A KU graduate’s from-zero-to-hero story of his early years in comedy has inspired a big-budget film which was released in the UK on DVD last week.
Stand-up comedian James Mullinger, 38, has come a long way since his first ever gig in a Caribbean bar in Shoreditch in 2005.
He is now selling out stadium arenas in Canada and had his life’s story turned into a £3.5m film ‘The Comedian’s Guide to Survival’, directed by British director, writer and designer Mark Murphy.
“It is weird to watch a film being shot where an actor is recreating things that happened to you just a few years ago,” said Mullinger, who also makes a cameo in the film released October 31.
“But this isn’t a biopic. It doesn’t stick rigidly to the truth. It’s about the difficult open mic years when I had a day job and worked all day and then gigged all over the UK, bombing most of the time.”
In ‘The Comedian’s Guide to Survival’ he is portrayed by ‘The Inbetweeners’ actor, James Buckley, who stars among well-known comedians such as Jimmy Carr, Omid Djalili, Mike Wilmot, Gina Yashere and Luisa Omielan.
The official trailer for The Comedian’s Guide to survival credit: James Mullinger
The comedian found his years at Kingston University life-changing and inspirational and referred to them as the time he managed to build confidence and started believing in himself thanks to his lecturers.
Mullinger said auditioning for RADA (Kingston’s Really Amateur Dramatics Association) and getting a part in a production of ‘Habeas Corpus’ by Alan Bennett was the experience that pushed him towards comedy.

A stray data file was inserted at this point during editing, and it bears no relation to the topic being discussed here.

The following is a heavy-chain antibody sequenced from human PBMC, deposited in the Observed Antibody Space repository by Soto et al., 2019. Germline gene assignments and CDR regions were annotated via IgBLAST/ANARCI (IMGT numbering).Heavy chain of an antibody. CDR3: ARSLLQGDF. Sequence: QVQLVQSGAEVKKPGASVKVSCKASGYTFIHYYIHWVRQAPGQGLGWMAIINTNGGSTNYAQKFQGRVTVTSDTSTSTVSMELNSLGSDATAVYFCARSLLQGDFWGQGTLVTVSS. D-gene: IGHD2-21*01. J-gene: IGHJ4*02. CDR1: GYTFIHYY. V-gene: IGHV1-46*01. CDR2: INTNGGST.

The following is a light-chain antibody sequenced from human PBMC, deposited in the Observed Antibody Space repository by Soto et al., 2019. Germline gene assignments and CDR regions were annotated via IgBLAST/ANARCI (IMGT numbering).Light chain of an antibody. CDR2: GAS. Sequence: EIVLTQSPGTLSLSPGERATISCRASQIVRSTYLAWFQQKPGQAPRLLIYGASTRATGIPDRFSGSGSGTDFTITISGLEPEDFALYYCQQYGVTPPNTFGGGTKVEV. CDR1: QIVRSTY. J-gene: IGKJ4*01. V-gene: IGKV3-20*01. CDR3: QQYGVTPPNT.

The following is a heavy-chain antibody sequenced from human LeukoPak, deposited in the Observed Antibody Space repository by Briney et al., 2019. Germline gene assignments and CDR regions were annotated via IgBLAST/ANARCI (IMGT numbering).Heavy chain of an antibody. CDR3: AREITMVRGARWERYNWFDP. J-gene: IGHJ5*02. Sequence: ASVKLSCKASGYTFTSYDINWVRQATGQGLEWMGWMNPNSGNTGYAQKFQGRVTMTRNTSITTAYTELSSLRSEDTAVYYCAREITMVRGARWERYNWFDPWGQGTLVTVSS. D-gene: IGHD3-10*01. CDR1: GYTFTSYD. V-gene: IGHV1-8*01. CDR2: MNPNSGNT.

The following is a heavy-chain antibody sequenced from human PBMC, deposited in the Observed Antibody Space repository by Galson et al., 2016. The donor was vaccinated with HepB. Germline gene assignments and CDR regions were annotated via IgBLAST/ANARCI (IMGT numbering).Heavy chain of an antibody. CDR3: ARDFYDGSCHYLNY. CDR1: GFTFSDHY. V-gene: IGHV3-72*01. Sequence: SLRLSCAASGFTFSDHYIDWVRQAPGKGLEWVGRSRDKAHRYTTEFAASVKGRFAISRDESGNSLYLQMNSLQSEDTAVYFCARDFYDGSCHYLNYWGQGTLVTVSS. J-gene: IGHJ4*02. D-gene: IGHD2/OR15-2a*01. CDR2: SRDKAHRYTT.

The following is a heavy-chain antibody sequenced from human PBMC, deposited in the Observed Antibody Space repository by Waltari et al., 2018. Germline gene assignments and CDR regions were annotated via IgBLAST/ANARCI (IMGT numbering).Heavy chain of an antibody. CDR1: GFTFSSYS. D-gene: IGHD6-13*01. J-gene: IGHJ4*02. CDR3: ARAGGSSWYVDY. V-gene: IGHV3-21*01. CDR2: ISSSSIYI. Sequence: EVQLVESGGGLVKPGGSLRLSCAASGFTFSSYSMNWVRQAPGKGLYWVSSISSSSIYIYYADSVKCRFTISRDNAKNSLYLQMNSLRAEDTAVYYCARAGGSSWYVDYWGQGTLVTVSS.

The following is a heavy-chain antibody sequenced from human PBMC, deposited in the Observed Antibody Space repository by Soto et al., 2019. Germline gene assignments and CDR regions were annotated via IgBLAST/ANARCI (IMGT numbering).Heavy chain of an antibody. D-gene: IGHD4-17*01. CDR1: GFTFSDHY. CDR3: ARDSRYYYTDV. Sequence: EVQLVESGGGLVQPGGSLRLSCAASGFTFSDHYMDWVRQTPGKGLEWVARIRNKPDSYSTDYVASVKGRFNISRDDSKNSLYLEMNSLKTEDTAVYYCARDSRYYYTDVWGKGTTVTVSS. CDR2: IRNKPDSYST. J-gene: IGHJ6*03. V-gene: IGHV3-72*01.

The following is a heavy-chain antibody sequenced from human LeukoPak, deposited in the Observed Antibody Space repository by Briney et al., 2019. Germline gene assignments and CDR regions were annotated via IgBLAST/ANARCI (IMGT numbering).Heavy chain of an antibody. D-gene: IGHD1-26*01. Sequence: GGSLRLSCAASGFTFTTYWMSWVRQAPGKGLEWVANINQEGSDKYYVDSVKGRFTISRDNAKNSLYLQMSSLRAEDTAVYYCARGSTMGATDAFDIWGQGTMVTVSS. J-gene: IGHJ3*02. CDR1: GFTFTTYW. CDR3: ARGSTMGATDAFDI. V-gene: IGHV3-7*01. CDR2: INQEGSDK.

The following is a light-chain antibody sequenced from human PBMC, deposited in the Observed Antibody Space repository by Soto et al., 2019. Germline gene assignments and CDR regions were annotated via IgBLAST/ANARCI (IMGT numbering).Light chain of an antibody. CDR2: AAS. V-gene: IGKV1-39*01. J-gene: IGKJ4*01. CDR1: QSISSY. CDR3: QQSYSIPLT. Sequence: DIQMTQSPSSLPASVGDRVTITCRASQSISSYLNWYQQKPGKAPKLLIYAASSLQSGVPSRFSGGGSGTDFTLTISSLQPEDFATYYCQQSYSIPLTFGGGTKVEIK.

“I was very nervous on the big stage but loved getting laughs in my role as the breast inspector,” said Mullinger. “And needless to say, writing essays and journalism for the university newspaper – then called ‘Rhubarb’ – definitely helped me get in to journalism. Kingston is a great university and I will always be grateful for what it did for me.”
After graduating from KU in English Literature and Women’s Studies in 2000, Mullinger spent 15 years working as comedy editor for GQ magazine, ten of which he was also doing gigs after work.
Journalist by day, comedian by night, he worked extremely hard, dreaming of becoming one of the comedians he interviewed for the magazine.
“The time that I was performing and working was insane,” said Mullinger. “There was a period when my eldest son was born that I was waking up at 4am to film links for a TV show I hosted before getting in to GQ at 9am.
“Then at lunchtime filming interviews with Hollywood stars for the show, then at 5.30pm after finishing work running to the train station to take a train to Birmingham, and spending that time writing scripts or material, to do a gig before arriving home at 1am. Then three hours later getting up to do it all again. That’s what it takes to make it happen.”
Comedy was going so well for Mullinger he decided to leave GQ and move with his family to Canada.
In April this year, he sold out Saint John’s Harbour Station Stadium Arena in Canada outselling Iron Maiden, Alice Cooper and Guns N’ Roses when they played the same venue as well as beating one of his idols Jerry Seinfeld’s sales record for the venue.
“My act has completely changed since moving to Canada. I am a fish out of water there, which is a dream for a comedian so my act is pretty much all about this,” said Mullinger.